The next couple of years in Noto’ life were spent hanging out in Buffalo going to jam sessions, sitting in, and honing his skills at Banny’s on Niagara Street and other spots. Sunday afternoons were spent on Broadway and Michigan jamming at the Colored Musicians Local.
“Noto was learning more and more: tunes and chord changes that he’d apply to his playing style. He was happy to hone his skills and played any gig he could get, such as dances and casuals,” writes Giambra.
Fast-forwarding to 1952, Noto was gaining artistic momentum in Buffalo: He then began traveling with big bands and playing at gigs and then to large jazz audiences, and ambitiously looking for that big breakthrough opportunity. It happened that year. Noto was invited to play full-time and travel with the Stan Kenton band, providing the long awaited opportunity to be the lead trumpeter and do some memorable soloist performances.
Here is Noto’s short biography, his journey to jazz trumpet greatness, courtesy of the Canadian Jazz Archives organization:
“Reputed as an excellent bop soloist, Sam Noto has worked throughout North America with some of the biggest names and best bands in jazz, including Charlie Parker, Dizzy Gillespie, Buddy Rich, Red Rodney, Don Menza, Joe Romano, Larry Cavelli, Louie Bellson, Kenny Shroyer, Frank Rossolino, Ed Leddy, Archie LeCoQue, Kent Larson, Joe “Red” Kelly, Phil Gilbert, Pearl Bailey, Bob Fitzpatrick, Bill Catalano, Jim Amlotte, Anita O’Day, Lennie Niehaus, Bud Shank, Bill Perkins, Bob McConnell, Mel Lewis, and Richie Kamuca.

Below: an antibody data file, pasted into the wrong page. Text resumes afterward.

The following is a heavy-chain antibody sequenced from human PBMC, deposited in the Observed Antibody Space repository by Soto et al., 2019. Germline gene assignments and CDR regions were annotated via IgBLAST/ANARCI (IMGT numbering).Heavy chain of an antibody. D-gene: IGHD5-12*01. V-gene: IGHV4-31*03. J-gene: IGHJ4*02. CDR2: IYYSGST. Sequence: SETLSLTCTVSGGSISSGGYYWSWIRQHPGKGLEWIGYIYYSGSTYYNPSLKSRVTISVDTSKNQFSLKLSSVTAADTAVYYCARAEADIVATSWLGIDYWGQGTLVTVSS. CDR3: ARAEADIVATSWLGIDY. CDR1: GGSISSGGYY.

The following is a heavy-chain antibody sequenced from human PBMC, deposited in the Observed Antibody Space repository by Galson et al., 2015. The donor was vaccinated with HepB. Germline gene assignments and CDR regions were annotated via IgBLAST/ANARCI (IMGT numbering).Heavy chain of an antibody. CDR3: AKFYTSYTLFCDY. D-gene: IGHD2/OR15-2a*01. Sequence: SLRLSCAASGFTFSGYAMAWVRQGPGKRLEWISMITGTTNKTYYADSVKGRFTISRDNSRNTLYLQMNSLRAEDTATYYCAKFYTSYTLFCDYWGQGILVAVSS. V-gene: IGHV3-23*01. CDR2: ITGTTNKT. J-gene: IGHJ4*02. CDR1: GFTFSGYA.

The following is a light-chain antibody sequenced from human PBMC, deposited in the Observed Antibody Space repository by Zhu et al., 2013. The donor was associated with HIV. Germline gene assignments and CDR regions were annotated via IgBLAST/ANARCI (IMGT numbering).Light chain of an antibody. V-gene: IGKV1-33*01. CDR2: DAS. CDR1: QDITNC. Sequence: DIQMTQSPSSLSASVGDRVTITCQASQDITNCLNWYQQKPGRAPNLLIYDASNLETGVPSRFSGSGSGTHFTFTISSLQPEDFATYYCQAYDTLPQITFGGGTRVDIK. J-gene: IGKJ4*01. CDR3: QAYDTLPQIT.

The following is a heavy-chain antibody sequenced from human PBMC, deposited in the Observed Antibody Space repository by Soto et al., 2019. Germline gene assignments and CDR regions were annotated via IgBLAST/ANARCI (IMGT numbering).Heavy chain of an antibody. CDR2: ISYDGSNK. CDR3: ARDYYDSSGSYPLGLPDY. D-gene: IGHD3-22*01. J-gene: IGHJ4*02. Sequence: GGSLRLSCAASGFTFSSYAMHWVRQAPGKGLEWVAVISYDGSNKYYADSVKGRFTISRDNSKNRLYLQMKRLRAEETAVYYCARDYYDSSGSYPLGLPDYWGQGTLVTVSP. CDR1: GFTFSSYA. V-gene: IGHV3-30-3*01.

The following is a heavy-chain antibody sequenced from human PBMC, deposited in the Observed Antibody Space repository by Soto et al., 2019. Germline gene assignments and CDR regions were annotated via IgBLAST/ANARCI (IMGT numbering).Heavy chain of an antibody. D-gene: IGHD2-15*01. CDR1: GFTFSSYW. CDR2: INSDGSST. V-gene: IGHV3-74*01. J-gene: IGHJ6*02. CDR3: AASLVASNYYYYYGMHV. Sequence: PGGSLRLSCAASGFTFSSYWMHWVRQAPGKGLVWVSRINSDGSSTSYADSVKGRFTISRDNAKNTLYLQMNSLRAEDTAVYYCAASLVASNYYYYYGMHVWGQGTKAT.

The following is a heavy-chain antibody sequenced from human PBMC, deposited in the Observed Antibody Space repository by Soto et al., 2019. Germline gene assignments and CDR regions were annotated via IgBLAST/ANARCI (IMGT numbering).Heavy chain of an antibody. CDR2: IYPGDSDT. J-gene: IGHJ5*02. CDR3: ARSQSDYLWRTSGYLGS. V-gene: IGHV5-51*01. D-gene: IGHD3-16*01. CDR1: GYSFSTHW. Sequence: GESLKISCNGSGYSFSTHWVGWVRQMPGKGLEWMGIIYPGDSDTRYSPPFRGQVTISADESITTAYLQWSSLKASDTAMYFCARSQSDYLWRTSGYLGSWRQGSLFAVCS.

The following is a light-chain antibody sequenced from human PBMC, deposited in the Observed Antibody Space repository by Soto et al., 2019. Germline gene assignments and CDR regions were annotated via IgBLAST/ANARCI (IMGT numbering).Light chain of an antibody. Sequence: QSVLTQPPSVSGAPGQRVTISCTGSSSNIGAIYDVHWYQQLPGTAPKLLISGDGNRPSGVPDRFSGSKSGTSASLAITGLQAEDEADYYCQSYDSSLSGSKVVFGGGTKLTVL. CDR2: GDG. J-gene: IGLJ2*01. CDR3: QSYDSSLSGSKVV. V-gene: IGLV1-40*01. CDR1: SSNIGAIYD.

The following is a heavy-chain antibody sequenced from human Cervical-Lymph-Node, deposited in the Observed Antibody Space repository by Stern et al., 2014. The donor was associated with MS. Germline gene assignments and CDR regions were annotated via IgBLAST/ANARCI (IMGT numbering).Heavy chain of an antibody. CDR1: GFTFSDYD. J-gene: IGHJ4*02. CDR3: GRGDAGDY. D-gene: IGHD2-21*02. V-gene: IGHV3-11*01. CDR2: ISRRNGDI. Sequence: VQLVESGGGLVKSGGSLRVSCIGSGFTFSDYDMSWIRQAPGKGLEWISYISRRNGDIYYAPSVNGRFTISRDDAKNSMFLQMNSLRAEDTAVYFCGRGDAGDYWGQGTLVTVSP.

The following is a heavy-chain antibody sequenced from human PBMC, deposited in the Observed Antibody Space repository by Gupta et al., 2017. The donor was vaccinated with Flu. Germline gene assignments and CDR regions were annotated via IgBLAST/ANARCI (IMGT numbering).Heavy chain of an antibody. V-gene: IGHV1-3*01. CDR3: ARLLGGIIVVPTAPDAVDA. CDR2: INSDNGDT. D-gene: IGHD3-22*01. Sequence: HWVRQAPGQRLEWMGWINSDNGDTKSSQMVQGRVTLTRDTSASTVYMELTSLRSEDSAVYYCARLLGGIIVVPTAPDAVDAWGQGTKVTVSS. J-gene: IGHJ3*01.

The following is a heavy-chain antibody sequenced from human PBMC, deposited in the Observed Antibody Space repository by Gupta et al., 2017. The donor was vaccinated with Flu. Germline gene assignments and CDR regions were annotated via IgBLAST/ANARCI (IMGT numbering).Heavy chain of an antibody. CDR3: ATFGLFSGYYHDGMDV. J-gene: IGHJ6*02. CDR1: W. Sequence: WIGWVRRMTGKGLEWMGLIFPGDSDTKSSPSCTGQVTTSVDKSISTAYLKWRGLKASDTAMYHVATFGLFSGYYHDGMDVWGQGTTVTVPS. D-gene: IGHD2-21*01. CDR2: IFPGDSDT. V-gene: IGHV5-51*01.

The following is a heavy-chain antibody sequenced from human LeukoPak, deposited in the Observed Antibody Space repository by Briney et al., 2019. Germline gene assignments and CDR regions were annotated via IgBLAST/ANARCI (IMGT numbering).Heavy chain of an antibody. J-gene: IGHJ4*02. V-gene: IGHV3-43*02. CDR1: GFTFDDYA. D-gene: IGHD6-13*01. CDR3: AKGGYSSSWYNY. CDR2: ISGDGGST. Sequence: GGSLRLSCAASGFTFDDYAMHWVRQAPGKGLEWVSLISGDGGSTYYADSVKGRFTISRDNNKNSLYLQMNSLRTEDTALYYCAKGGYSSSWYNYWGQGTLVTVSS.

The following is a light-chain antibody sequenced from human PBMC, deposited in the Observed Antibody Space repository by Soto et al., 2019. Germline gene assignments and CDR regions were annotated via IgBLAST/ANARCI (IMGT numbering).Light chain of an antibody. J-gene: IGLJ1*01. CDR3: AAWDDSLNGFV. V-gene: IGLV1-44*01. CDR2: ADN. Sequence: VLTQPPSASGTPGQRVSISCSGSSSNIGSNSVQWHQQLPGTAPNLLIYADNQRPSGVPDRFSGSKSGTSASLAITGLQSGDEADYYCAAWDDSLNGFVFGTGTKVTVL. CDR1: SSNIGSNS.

“Noto became so proficient he was invited to join Stan Kenton’s band as lead trumpet player while still in his early 20s. He played with Kenton full-time until 1958 and again in 1960 after a year-long stint touring Europe with Louie Bellson and Pearl Bailey in 1959. He was a member of the Count Basie Orchestra for two separate periods between 1964 and 1967.
“He worked primarily in Las Vegas after 1969 until relocating to Toronto in 1975. It was while working in Vegas he became acquainted with trumpeter Red Rodney who was influential in Noto’s prolific recording career with Xanadu, producing four LP albums from 1975 to 1981 with the Don Schlitten’s Xanadu label.
“While in Toronto, Noto quickly became a first-call studio player and was a member of Rob McConnell’s ‘the Boss Bass’ for a number of years in the 80s. He also established his own successful groups including the Sam Noto Quintet, performing frequently on bandstands and concert stages throughout Toronto in the 90s and early 2000s.” Noto, indeed, had finally achieved his dream and the overarching American Dream as well, “ancora, ancora.”
Noto’s connection to Toronto is well documented and he plays with his band in Toronto. Noto has a strong contingency of Buffalo fans, and he continues to play with his Buffalo quintet and rehearse with a big band at the Sportsmen’s Tavern on Amherst Street. Nowadays, Noto lives with his family in Fort Erie, Canada, a stone’s throw from the streets of Buffalo where he acquired his formative musicianship.